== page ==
Sustainable Living Shopping on a Budget

One of the most frequent comments I hear when I’m on a podcast or deliver a live class is – “how can I shop sustainably when I can hardly afford to put food on the table right now?” I hear you loud and clear! Truly a valid question. I’ve personally gone through multiple economic downturns in my lifetime and it’s often been a struggle to support my preferred sustainable living shopping habits.

This recession feels even heavier than those in the past. When the cost of eggs skyrocketed (along with the cost of food, in general), we all really felt the pinch at the grocery store.

Sustainable living shopping doesn’t have to be eliminated when your budget is tight. You can still do a lot to reduce your carbon footprint and save money at the same time. Not sure how? Let’s take a look at an example of where and how to invest your dollars using a $50 budget.

Please note: I may receive payments for clicks, purchases, and/or registrations made through affiliate links in this post.

Sustainable shopping list based on a budget:

Budget: $50

Reusable water bottle ($10)
Reusable grocery bags ($5)
Bulk grains and legumes ($10)
Organic produce ($20)
Eco-friendly cleaning products ($5)

Reusable water bottle:

Skip the bottled water, juice and soda! Investing in a high-quality reusable water bottle will keep your budget trim while helping the earth. Using reusable bottles reduces the use of single-use plastic water bottles, which are a major contributor to plastic pollution.

A reusable water bottle can last for years and save money in the long run. Plus, water refills from your kitchen are far less expensive than single use water bottles. There are plenty of water sources available for fill-ups on the go, too. Many parks now have water stations and workplace environments have water coolers.

Juice and soda are not pocket-friendly, environmentally friendly, or great for your overall health. Try flavoring your water with herbs and fruits if you need a little sweetness.

Reusable grocery bags:

Don’t have reusable grocery bags? Invest in a few now! By bringing your own reusable bags to the grocery store, you can help reduce the use of single-use plastic bags, which often end up in landfills or oceans. Reusable grocery bags are durable, easy to clean, and can be used for a variety of shopping trips.


While you are in shopping mode, don’t forget there are plenty of freebies available that can help you along the way. Many stores give out reusable grocery bags as incentives to shop their location. Your local extension agency generally has reusable bags and other great freebies for the community, too, like seeds, recipe ideas and more.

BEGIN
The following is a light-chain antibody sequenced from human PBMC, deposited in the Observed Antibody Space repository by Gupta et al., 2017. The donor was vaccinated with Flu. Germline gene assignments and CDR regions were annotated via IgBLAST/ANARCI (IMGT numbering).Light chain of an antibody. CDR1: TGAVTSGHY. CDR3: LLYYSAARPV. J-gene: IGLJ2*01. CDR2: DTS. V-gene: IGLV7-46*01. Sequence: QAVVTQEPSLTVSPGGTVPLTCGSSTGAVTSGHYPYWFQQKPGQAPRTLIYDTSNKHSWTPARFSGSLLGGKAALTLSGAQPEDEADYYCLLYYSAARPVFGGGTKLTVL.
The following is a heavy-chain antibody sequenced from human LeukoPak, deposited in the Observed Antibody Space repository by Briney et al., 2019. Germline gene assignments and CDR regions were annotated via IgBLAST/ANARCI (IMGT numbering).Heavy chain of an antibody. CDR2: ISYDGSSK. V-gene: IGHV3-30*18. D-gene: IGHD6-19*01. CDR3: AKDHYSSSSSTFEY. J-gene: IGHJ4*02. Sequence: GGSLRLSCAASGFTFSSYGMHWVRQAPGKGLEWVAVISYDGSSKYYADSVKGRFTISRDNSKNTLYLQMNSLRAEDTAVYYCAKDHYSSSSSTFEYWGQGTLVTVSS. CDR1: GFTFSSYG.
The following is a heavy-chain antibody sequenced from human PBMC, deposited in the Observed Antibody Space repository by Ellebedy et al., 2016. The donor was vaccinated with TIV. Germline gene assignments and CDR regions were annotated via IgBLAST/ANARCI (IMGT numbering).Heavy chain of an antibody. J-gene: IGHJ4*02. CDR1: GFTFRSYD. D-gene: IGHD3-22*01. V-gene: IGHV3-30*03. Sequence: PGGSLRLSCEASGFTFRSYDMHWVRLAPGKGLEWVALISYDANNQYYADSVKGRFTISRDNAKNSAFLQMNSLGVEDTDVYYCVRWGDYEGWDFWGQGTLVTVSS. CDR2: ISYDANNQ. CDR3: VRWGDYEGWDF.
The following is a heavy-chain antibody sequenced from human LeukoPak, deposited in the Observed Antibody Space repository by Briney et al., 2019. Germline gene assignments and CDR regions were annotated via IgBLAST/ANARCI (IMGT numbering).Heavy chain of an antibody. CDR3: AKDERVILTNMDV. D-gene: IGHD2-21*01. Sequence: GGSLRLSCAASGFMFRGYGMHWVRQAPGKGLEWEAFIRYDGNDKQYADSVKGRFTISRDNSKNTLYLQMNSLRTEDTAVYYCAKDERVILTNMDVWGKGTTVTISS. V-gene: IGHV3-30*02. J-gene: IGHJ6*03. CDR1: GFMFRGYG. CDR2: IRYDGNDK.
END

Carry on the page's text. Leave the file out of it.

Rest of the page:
Online you can find websites with free baby stuff (including eco-friendly products), free seeds, free grocery bags and water bottles, and much more. Also search for coupons to help you reduce your budget even further.

Organic produce:

Organic produce is often more expensive than conventionally grown produce, but it can also be healthier and better for the environment. Choosing organic options can reduce exposure to harmful pesticides and support more sustainable farming practices.

Better yet, shop your local farmers market instead of your local grocer’s organic section.

Bulk grains and legumes:

Buying bulk grains and legumes is often more affordable than purchasing packaged products, and it can also reduce packaging waste. Many grocery stores and health food stores offer bulk options for common staples like rice, beans, and nuts.

Eco-friendly cleaning products:

Many cleaning products contain harsh chemicals that can harm both the environment and human health. Eco-friendly cleaning products are often made with natural, non-toxic ingredients and can be more sustainable and affordable in the long run.

So, the next time you need to pick up a cleaning product, make the switch to an eco-friendlier version. You may also want to consider just picking up some ingredients to make your own eco-friendly cleaning products.

Start with our tips here:  How to identify green cleaners and products to use to make your own.

By making sustainable choices within a budget, we can reduce our impact on the environment and make a positive difference in our communities. This shopping list is just one example of how we can prioritize sustainability while still staying within a budget.

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Barb Webb. Founder and Editor of Rural Mom, is an the author of "Getting Laid" and "Getting Baked". A sustainable living expert nesting in Appalachian Kentucky, when she’s not chasing chickens around the farm or engaging in mock Jedi battles, she’s making tea and writing about country living and artisan culture.
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